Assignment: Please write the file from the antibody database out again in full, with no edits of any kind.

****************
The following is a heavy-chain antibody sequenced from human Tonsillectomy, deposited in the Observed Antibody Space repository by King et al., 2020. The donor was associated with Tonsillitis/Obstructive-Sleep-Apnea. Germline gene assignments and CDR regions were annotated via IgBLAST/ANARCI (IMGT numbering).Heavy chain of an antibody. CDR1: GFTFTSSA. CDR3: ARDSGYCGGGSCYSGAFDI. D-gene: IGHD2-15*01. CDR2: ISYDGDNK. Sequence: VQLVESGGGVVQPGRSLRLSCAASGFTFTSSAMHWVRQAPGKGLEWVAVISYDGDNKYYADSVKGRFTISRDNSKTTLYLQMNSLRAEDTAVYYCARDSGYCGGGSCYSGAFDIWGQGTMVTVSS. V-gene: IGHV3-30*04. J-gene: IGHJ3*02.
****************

The following is a heavy-chain antibody sequenced from human Tonsillectomy, deposited in the Observed Antibody Space repository by King et al., 2020. The donor was associated with Tonsillitis/Obstructive-Sleep-Apnea. Germline gene assignments and CDR regions were annotated via IgBLAST/ANARCI (IMGT numbering).Heavy chain of an antibody. CDR1: GFTFTSSA. CDR3: ARDSGYCGGGSCYSGAFDI. D-gene: IGHD2-15*01. CDR2: ISYDGDNK. Sequence: VQLVESGGGVVQPGRSLRLSCAASGFTFTSSAMHWVRQAPGKGLEWVAVISYDGDNKYYADSVKGRFTISRDNSKTTLYLQMNSLRAEDTAVYYCARDSGYCGGGSCYSGAFDIWGQGTMVTVSS. V-gene: IGHV3-30*04. J-gene: IGHJ3*02.